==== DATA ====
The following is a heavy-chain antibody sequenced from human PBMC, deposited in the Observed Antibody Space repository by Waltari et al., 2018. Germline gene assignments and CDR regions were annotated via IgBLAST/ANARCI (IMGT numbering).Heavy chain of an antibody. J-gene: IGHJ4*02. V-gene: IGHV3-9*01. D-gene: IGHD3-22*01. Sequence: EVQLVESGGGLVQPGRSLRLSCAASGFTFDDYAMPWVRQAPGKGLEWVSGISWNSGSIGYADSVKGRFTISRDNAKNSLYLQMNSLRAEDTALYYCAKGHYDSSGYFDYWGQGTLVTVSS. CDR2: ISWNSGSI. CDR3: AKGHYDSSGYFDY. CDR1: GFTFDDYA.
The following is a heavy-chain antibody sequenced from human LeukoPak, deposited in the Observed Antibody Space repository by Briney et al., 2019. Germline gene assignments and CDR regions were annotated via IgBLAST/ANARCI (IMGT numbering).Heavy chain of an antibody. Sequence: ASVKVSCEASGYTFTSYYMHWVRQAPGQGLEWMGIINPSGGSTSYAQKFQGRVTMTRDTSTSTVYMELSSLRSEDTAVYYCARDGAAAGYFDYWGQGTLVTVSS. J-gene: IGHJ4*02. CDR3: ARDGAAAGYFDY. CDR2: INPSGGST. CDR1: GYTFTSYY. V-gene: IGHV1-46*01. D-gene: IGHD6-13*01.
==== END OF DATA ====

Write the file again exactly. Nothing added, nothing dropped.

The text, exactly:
The following is a heavy-chain antibody sequenced from human PBMC, deposited in the Observed Antibody Space repository by Waltari et al., 2018. Germline gene assignments and CDR regions were annotated via IgBLAST/ANARCI (IMGT numbering).Heavy chain of an antibody. J-gene: IGHJ4*02. V-gene: IGHV3-9*01. D-gene: IGHD3-22*01. Sequence: EVQLVESGGGLVQPGRSLRLSCAASGFTFDDYAMPWVRQAPGKGLEWVSGISWNSGSIGYADSVKGRFTISRDNAKNSLYLQMNSLRAEDTALYYCAKGHYDSSGYFDYWGQGTLVTVSS. CDR2: ISWNSGSI. CDR3: AKGHYDSSGYFDY. CDR1: GFTFDDYA.
The following is a heavy-chain antibody sequenced from human LeukoPak, deposited in the Observed Antibody Space repository by Briney et al., 2019. Germline gene assignments and CDR regions were annotated via IgBLAST/ANARCI (IMGT numbering).Heavy chain of an antibody. Sequence: ASVKVSCEASGYTFTSYYMHWVRQAPGQGLEWMGIINPSGGSTSYAQKFQGRVTMTRDTSTSTVYMELSSLRSEDTAVYYCARDGAAAGYFDYWGQGTLVTVSS. J-gene: IGHJ4*02. CDR3: ARDGAAAGYFDY. CDR2: INPSGGST. CDR1: GYTFTSYY. V-gene: IGHV1-46*01. D-gene: IGHD6-13*01.